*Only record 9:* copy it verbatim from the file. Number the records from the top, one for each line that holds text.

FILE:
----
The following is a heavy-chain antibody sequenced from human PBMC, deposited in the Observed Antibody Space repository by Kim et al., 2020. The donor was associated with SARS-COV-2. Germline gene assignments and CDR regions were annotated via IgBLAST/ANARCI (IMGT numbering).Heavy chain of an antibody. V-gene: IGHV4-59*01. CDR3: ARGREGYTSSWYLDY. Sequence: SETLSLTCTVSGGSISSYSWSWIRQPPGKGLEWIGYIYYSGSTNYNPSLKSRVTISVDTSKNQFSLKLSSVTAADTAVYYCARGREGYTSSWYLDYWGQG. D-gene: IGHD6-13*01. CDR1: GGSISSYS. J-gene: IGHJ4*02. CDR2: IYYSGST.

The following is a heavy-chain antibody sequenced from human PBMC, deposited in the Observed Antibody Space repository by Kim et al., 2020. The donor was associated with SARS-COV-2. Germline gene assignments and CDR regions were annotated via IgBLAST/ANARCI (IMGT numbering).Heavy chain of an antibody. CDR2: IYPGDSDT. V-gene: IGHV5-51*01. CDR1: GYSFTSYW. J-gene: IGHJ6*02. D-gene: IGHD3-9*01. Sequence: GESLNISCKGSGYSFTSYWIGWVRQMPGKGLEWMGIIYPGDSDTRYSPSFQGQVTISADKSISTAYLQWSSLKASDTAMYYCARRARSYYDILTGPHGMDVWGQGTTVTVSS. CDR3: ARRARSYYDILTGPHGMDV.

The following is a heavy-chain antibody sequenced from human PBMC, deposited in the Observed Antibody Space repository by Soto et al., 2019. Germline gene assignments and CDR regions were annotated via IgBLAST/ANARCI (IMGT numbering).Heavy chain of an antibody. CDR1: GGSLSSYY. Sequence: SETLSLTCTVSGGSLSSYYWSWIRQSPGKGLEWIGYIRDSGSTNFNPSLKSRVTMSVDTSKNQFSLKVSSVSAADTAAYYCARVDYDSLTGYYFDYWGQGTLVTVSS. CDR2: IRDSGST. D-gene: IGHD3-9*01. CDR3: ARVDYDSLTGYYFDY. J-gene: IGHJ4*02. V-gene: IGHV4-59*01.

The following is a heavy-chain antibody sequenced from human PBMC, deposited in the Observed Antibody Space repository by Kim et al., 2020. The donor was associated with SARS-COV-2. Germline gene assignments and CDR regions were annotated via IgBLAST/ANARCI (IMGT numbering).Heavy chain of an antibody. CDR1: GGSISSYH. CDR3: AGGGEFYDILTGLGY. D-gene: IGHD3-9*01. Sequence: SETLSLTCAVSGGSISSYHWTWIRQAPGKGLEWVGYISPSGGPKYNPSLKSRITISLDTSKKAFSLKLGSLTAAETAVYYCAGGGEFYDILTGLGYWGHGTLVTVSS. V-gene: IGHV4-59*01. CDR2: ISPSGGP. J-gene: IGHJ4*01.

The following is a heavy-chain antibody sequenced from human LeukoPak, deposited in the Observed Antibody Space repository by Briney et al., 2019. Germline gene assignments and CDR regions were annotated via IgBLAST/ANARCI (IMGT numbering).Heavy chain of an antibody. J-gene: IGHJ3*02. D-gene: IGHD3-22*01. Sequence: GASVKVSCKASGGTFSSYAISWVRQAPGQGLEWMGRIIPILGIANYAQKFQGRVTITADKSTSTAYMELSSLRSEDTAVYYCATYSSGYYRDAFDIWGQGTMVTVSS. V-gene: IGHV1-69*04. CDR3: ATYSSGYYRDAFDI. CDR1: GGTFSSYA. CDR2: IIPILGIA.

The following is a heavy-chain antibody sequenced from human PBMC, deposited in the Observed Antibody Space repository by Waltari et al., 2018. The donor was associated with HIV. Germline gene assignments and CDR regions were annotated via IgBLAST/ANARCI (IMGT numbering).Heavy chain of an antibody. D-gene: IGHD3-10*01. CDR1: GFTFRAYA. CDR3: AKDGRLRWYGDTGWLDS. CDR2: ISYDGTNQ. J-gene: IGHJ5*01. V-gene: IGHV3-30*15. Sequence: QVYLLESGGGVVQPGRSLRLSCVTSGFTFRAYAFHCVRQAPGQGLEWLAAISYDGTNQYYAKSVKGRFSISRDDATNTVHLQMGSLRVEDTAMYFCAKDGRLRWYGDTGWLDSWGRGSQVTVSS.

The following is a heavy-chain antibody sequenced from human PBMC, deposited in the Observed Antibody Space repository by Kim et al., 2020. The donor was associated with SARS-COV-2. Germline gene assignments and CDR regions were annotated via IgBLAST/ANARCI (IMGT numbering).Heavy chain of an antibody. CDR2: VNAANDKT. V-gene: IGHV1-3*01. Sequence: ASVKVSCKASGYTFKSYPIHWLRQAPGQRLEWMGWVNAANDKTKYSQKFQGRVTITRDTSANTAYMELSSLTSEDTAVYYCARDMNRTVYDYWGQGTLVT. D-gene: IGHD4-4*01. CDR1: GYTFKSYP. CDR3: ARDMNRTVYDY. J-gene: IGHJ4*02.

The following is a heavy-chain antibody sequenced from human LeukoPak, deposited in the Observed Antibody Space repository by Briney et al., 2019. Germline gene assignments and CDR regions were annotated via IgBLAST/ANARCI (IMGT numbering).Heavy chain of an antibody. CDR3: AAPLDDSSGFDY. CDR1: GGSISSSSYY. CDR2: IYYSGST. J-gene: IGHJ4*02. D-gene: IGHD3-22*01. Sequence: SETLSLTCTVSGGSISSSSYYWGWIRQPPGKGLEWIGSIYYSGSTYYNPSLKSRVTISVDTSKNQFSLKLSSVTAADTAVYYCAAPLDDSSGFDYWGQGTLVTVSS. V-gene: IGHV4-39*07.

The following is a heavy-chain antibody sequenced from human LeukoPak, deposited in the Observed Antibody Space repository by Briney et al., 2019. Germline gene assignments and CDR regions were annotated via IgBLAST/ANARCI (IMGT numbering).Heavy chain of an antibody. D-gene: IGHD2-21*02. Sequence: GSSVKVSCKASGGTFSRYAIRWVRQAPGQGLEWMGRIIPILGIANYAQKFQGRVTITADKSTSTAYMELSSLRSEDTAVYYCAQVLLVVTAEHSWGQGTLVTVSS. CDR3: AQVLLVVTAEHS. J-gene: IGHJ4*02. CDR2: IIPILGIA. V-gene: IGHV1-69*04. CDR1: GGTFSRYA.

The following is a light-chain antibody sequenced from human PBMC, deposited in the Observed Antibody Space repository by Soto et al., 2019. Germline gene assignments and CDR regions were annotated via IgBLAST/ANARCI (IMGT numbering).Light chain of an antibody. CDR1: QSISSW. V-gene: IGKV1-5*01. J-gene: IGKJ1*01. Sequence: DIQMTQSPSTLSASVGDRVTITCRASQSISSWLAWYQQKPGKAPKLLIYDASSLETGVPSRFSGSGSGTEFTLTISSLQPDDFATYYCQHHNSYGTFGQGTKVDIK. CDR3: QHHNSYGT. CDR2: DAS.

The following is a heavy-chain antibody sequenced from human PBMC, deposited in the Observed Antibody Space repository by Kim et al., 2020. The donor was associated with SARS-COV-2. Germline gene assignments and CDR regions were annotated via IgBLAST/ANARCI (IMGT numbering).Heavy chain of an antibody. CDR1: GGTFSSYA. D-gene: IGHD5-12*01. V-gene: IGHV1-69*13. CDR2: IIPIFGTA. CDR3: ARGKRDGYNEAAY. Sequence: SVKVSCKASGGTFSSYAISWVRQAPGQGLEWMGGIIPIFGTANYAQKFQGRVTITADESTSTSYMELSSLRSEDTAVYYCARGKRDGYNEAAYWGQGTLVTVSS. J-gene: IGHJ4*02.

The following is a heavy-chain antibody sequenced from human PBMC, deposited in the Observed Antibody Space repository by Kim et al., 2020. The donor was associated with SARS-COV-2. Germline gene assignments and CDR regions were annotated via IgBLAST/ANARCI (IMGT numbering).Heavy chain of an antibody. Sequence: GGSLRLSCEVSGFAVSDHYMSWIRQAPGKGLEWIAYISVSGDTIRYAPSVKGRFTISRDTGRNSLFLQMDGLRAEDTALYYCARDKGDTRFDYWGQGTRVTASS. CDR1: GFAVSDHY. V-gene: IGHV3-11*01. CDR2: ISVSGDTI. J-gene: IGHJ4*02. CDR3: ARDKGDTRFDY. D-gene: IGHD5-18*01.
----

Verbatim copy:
The following is a heavy-chain antibody sequenced from human LeukoPak, deposited in the Observed Antibody Space repository by Briney et al., 2019. Germline gene assignments and CDR regions were annotated via IgBLAST/ANARCI (IMGT numbering).Heavy chain of an antibody. D-gene: IGHD2-21*02. Sequence: GSSVKVSCKASGGTFSRYAIRWVRQAPGQGLEWMGRIIPILGIANYAQKFQGRVTITADKSTSTAYMELSSLRSEDTAVYYCAQVLLVVTAEHSWGQGTLVTVSS. CDR3: AQVLLVVTAEHS. J-gene: IGHJ4*02. CDR2: IIPILGIA. V-gene: IGHV1-69*04. CDR1: GGTFSRYA.